EDINBURGH (Reuters) - Scotland’s First Minister Nicola Sturgeon sought backing from the Edinburgh parliament on Tuesday for her proposal to hold a new referendum on independence from the United Kingdom, the first formal step in a process resisted by London.
The parliament started a two-day debate on Sturgeon’s proposal to hold a referendum in late 2018 or early 2019, with a vote expected on Wednesday. The current balance of power means Sturgeon is almost certain to win the chamber’s backing to formally ask London for permission to press ahead.
“It will simply not be acceptable for the UK government to stand as a roadblock to the democratically expressed will of this parliament,” said Sturgeon on the first day of debate.
Scotland voted against independence by 55 to 45 percent in 2014, but Sturgeon argues circumstances have changed since then because the UK as a whole voted in a referendum last year to leave the European Union while Scotland voted to stay.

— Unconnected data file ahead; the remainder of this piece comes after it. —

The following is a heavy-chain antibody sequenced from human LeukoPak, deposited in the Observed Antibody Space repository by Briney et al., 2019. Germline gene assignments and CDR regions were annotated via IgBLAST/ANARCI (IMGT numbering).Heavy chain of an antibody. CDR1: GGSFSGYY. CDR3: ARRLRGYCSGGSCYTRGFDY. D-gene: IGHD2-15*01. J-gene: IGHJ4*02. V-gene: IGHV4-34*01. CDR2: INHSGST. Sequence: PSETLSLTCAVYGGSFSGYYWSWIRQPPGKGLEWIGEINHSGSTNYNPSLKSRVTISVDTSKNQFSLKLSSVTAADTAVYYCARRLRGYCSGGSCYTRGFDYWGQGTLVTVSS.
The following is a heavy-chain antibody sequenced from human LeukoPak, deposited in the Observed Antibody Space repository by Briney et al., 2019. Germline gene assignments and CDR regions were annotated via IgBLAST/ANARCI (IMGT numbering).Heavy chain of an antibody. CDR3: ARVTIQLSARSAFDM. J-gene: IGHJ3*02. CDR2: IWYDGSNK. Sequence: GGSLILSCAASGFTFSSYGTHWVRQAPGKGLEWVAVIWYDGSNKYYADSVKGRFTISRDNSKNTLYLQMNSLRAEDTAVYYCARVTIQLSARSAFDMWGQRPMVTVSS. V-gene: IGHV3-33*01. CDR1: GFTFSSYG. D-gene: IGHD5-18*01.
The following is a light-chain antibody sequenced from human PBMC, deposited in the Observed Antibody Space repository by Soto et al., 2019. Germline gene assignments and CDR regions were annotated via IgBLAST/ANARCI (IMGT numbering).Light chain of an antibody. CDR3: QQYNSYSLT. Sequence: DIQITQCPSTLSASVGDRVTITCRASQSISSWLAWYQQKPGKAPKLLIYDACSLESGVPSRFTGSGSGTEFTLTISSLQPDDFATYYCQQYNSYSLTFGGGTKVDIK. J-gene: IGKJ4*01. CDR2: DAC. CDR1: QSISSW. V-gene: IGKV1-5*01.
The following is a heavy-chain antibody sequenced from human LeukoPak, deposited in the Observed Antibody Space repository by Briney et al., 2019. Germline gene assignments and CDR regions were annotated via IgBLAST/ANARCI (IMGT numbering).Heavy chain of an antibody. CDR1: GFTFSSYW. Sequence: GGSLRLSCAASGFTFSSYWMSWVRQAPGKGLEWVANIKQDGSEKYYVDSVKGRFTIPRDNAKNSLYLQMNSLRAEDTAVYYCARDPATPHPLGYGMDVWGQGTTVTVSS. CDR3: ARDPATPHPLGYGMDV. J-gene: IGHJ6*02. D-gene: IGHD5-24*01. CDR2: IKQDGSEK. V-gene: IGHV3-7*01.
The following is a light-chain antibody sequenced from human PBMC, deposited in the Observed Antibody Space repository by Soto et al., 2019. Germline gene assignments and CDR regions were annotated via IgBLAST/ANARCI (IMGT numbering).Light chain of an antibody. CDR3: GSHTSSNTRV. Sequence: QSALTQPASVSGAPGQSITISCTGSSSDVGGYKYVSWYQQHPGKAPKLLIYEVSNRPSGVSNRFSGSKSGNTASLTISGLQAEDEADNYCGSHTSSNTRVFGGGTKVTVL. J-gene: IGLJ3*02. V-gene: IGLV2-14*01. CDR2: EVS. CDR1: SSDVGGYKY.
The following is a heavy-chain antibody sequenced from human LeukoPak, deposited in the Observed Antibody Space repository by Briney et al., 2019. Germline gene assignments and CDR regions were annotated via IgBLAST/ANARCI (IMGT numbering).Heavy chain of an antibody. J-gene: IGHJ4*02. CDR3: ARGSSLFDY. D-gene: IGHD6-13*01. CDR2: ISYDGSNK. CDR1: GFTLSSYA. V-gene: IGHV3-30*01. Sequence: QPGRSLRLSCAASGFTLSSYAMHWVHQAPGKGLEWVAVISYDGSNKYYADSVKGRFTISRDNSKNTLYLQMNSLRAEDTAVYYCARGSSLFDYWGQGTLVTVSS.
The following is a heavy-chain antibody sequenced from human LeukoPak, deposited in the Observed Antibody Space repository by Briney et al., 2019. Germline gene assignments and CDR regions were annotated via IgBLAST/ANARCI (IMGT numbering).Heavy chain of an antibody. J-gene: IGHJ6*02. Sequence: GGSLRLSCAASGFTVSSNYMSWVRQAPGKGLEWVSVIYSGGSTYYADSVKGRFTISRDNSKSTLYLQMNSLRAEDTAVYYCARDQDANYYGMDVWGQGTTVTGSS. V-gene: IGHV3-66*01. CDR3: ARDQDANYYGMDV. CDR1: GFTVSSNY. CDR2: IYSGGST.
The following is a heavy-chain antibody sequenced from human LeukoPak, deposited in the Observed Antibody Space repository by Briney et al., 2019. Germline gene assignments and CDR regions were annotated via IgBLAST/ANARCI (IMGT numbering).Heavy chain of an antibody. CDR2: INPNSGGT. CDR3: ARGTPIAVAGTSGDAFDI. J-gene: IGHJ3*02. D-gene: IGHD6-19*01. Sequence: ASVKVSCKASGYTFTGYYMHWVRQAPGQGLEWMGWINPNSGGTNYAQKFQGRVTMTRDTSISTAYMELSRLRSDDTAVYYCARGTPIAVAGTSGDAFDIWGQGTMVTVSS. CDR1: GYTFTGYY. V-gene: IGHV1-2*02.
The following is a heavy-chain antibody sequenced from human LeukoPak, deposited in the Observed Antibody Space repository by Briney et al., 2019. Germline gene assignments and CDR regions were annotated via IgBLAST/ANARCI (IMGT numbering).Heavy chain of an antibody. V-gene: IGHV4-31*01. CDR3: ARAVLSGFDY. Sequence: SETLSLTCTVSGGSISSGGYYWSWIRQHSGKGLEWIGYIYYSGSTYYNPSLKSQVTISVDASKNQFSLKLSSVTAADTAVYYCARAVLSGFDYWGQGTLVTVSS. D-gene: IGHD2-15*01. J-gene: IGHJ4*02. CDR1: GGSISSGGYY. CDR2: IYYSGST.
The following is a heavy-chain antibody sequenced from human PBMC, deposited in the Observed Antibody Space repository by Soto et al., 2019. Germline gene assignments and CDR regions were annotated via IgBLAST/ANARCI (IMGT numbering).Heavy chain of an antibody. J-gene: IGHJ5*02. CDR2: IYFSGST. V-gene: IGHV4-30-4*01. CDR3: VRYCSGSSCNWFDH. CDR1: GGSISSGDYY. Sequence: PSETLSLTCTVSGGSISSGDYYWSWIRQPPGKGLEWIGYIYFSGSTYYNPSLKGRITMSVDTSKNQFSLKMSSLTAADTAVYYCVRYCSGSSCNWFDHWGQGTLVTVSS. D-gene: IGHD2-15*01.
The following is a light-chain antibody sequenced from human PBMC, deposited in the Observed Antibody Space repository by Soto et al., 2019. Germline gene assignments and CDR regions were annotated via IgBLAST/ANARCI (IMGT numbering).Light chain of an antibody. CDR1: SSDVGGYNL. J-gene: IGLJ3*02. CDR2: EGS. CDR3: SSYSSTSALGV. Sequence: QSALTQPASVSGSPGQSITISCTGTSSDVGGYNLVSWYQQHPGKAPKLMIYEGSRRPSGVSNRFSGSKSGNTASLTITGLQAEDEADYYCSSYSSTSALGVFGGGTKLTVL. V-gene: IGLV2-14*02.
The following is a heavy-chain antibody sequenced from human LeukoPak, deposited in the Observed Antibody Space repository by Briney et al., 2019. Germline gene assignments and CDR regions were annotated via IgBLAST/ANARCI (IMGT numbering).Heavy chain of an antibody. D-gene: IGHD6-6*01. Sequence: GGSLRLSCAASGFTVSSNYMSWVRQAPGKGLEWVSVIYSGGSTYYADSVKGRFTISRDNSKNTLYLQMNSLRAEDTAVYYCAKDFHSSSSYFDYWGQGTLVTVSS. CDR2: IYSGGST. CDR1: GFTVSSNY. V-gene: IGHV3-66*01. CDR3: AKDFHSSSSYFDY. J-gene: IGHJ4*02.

British Prime Minister Theresa May said last week that “now is not the time” for a new choice on Scotland’s future as complex divorce talks between the UK, the world’s fifth-largest economy, and its 27 EU partners are about to get under way.
In a heated debate, Ruth Davidson, leader of the Scottish Conservatives, accused Sturgeon of acting like a “bulldozer”, putting independence above all else despite not having public support for another vote.
Davidson’s party, the main opposition to Sturgeon’s Scottish National Party, has proposed an amendment opposing any independence referendum before April 2019.
Sturgeon said she had sought alternatives for Scotland since the Brexit vote in June last year but her overtures to the UK government in Westminster had been rejected.
“Nine months on there is no indication at all that this parliament’s voice has carried any weight at (Britain’s national parliament) Westminster,” she said.
“Instead the UK government is taking decisions entirely unilaterally which I, and many others, believe will deeply damage our economy, our society and our standing in the world.”
London’s permission for a new referendum is needed because any legally binding vote on UK constitutional matters has to be authorized by the UK parliament.
If the UK parliament agrees, a so-called Section 30 order would temporarily hand over power to the Scottish assembly for this matter, mandating it to decide on how a new independence referendum could be organized.
Reporting by Elisabeth O'Leary, editing by Estelle Shirbon